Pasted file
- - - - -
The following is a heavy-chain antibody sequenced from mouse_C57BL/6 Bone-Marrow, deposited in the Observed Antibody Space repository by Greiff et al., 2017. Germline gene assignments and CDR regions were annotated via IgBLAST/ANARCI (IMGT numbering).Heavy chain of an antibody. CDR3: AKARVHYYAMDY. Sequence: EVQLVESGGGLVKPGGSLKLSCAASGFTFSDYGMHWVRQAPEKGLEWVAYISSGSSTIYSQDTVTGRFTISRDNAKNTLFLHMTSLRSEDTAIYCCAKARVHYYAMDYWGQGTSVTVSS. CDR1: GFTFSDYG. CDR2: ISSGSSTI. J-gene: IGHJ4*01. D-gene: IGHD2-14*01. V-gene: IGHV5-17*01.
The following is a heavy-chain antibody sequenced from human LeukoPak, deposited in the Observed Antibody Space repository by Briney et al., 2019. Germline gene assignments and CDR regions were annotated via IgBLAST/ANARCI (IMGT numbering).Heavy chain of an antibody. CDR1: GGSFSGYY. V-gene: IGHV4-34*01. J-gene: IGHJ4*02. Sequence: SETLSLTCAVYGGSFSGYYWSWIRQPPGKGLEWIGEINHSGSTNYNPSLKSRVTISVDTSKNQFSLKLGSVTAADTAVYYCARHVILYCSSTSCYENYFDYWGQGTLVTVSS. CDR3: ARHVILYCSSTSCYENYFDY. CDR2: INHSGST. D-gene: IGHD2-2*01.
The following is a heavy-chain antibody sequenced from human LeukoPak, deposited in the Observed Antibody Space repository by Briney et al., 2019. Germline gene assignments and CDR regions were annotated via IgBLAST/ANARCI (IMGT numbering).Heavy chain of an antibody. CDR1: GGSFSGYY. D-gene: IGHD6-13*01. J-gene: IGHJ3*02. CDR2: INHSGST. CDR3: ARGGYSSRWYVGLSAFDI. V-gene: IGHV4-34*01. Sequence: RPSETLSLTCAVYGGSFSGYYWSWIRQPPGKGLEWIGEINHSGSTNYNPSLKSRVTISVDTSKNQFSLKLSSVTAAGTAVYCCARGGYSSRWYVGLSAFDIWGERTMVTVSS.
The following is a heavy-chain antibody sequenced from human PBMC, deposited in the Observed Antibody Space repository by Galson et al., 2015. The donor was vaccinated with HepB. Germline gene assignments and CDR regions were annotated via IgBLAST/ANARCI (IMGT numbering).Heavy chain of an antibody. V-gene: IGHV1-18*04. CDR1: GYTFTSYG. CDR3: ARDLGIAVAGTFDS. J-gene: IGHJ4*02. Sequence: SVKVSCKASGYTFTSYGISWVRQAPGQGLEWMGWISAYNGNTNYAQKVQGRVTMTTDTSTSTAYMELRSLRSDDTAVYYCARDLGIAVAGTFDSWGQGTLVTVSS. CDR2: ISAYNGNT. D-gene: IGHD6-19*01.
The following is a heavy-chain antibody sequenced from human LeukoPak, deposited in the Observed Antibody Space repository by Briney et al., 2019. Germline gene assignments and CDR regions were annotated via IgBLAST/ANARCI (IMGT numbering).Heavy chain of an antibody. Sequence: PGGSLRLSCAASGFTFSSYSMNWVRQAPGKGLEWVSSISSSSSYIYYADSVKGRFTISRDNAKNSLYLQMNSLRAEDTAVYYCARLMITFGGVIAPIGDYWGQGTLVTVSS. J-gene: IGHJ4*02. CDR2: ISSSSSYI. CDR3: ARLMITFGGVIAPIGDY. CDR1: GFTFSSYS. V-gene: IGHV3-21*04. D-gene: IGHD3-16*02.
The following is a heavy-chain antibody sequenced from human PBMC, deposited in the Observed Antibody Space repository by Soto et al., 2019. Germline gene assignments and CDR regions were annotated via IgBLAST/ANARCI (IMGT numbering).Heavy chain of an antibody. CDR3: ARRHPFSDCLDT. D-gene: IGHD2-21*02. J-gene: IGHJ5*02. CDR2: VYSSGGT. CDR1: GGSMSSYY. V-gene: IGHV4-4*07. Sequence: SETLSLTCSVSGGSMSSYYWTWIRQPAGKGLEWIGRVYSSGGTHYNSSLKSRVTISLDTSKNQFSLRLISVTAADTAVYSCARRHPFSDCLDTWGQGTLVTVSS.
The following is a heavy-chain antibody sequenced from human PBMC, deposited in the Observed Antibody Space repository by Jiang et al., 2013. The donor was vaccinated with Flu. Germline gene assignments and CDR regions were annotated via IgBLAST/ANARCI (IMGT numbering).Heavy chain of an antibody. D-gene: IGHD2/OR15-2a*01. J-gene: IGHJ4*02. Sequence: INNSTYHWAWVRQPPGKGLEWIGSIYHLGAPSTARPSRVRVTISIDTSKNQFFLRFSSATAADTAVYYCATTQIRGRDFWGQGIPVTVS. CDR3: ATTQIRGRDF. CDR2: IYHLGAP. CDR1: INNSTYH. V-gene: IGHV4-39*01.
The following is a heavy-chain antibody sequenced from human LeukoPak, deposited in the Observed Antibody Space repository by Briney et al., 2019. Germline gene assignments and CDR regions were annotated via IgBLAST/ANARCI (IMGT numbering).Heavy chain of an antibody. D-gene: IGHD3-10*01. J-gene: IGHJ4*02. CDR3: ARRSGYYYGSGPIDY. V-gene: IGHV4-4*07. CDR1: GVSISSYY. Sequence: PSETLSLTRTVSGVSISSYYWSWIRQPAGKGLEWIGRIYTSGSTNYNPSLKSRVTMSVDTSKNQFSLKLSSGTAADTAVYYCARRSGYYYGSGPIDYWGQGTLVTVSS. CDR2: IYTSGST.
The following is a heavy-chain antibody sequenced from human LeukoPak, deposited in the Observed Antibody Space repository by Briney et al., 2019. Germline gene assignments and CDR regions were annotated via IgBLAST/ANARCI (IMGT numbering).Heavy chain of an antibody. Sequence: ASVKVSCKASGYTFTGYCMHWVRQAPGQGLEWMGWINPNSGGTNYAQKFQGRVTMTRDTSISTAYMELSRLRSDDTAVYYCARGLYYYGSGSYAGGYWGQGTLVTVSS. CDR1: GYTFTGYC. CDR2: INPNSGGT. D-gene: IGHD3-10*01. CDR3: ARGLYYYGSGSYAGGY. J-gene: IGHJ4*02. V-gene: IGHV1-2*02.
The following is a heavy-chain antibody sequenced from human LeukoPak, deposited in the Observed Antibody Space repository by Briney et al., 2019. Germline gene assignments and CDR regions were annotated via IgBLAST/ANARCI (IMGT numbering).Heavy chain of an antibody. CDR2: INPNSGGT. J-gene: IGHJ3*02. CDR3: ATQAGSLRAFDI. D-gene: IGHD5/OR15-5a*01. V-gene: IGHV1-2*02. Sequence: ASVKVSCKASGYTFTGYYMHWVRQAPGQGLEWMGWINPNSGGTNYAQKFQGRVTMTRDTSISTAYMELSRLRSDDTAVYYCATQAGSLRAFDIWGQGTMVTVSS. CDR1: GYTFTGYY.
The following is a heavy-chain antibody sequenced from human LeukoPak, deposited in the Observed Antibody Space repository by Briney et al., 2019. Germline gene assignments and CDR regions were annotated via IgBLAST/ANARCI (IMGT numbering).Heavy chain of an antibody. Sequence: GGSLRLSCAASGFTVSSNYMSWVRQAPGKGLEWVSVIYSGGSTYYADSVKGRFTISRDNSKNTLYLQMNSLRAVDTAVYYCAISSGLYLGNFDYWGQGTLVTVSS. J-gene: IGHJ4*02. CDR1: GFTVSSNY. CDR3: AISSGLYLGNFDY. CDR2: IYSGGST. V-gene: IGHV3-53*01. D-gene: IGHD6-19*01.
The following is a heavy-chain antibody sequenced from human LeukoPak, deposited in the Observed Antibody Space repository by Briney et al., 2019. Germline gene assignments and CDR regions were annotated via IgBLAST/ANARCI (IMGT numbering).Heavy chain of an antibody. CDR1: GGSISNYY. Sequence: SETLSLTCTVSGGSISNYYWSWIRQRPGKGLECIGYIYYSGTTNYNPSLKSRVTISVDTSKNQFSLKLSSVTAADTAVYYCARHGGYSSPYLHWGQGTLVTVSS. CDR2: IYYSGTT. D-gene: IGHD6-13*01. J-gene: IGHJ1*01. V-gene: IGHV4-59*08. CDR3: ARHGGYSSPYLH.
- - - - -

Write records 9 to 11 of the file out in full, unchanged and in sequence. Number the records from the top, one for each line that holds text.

The following is a heavy-chain antibody sequenced from human LeukoPak, deposited in the Observed Antibody Space repository by Briney et al., 2019. Germline gene assignments and CDR regions were annotated via IgBLAST/ANARCI (IMGT numbering).Heavy chain of an antibody. Sequence: ASVKVSCKASGYTFTGYCMHWVRQAPGQGLEWMGWINPNSGGTNYAQKFQGRVTMTRDTSISTAYMELSRLRSDDTAVYYCARGLYYYGSGSYAGGYWGQGTLVTVSS. CDR1: GYTFTGYC. CDR2: INPNSGGT. D-gene: IGHD3-10*01. CDR3: ARGLYYYGSGSYAGGY. J-gene: IGHJ4*02. V-gene: IGHV1-2*02.
The following is a heavy-chain antibody sequenced from human LeukoPak, deposited in the Observed Antibody Space repository by Briney et al., 2019. Germline gene assignments and CDR regions were annotated via IgBLAST/ANARCI (IMGT numbering).Heavy chain of an antibody. CDR2: INPNSGGT. J-gene: IGHJ3*02. CDR3: ATQAGSLRAFDI. D-gene: IGHD5/OR15-5a*01. V-gene: IGHV1-2*02. Sequence: ASVKVSCKASGYTFTGYYMHWVRQAPGQGLEWMGWINPNSGGTNYAQKFQGRVTMTRDTSISTAYMELSRLRSDDTAVYYCATQAGSLRAFDIWGQGTMVTVSS. CDR1: GYTFTGYY.
The following is a heavy-chain antibody sequenced from human LeukoPak, deposited in the Observed Antibody Space repository by Briney et al., 2019. Germline gene assignments and CDR regions were annotated via IgBLAST/ANARCI (IMGT numbering).Heavy chain of an antibody. Sequence: GGSLRLSCAASGFTVSSNYMSWVRQAPGKGLEWVSVIYSGGSTYYADSVKGRFTISRDNSKNTLYLQMNSLRAVDTAVYYCAISSGLYLGNFDYWGQGTLVTVSS. J-gene: IGHJ4*02. CDR1: GFTVSSNY. CDR3: AISSGLYLGNFDY. CDR2: IYSGGST. V-gene: IGHV3-53*01. D-gene: IGHD6-19*01.